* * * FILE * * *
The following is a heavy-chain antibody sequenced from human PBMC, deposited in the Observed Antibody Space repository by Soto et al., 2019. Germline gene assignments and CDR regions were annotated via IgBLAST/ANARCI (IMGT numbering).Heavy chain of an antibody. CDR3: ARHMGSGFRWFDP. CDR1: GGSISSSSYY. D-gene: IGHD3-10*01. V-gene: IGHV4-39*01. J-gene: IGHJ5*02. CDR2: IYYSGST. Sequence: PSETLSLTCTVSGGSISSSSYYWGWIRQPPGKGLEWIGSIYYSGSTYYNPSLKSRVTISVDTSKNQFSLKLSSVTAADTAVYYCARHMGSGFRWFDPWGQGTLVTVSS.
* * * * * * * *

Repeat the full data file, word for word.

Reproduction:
The following is a heavy-chain antibody sequenced from human PBMC, deposited in the Observed Antibody Space repository by Soto et al., 2019. Germline gene assignments and CDR regions were annotated via IgBLAST/ANARCI (IMGT numbering).Heavy chain of an antibody. CDR3: ARHMGSGFRWFDP. CDR1: GGSISSSSYY. D-gene: IGHD3-10*01. V-gene: IGHV4-39*01. J-gene: IGHJ5*02. CDR2: IYYSGST. Sequence: PSETLSLTCTVSGGSISSSSYYWGWIRQPPGKGLEWIGSIYYSGSTYYNPSLKSRVTISVDTSKNQFSLKLSSVTAADTAVYYCARHMGSGFRWFDPWGQGTLVTVSS.